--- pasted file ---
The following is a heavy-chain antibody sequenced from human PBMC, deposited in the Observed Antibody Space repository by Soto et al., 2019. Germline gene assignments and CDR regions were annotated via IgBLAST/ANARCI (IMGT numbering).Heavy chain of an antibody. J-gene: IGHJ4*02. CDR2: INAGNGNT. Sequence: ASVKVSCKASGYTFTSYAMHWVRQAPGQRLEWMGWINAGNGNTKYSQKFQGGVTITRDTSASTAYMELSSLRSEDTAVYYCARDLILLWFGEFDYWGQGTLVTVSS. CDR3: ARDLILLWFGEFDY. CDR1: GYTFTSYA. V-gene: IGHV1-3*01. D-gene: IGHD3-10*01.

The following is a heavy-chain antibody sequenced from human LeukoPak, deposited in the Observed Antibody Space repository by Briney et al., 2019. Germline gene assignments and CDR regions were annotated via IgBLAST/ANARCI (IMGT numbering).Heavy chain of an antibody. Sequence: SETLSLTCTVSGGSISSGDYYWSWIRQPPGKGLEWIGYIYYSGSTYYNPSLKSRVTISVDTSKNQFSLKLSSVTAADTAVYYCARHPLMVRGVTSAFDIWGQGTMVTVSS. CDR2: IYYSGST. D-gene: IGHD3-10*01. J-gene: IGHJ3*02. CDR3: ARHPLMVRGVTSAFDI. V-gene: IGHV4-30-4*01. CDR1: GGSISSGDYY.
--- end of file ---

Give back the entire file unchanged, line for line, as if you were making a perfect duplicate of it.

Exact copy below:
The following is a heavy-chain antibody sequenced from human PBMC, deposited in the Observed Antibody Space repository by Soto et al., 2019. Germline gene assignments and CDR regions were annotated via IgBLAST/ANARCI (IMGT numbering).Heavy chain of an antibody. J-gene: IGHJ4*02. CDR2: INAGNGNT. Sequence: ASVKVSCKASGYTFTSYAMHWVRQAPGQRLEWMGWINAGNGNTKYSQKFQGGVTITRDTSASTAYMELSSLRSEDTAVYYCARDLILLWFGEFDYWGQGTLVTVSS. CDR3: ARDLILLWFGEFDY. CDR1: GYTFTSYA. V-gene: IGHV1-3*01. D-gene: IGHD3-10*01.

The following is a heavy-chain antibody sequenced from human LeukoPak, deposited in the Observed Antibody Space repository by Briney et al., 2019. Germline gene assignments and CDR regions were annotated via IgBLAST/ANARCI (IMGT numbering).Heavy chain of an antibody. Sequence: SETLSLTCTVSGGSISSGDYYWSWIRQPPGKGLEWIGYIYYSGSTYYNPSLKSRVTISVDTSKNQFSLKLSSVTAADTAVYYCARHPLMVRGVTSAFDIWGQGTMVTVSS. CDR2: IYYSGST. D-gene: IGHD3-10*01. J-gene: IGHJ3*02. CDR3: ARHPLMVRGVTSAFDI. V-gene: IGHV4-30-4*01. CDR1: GGSISSGDYY.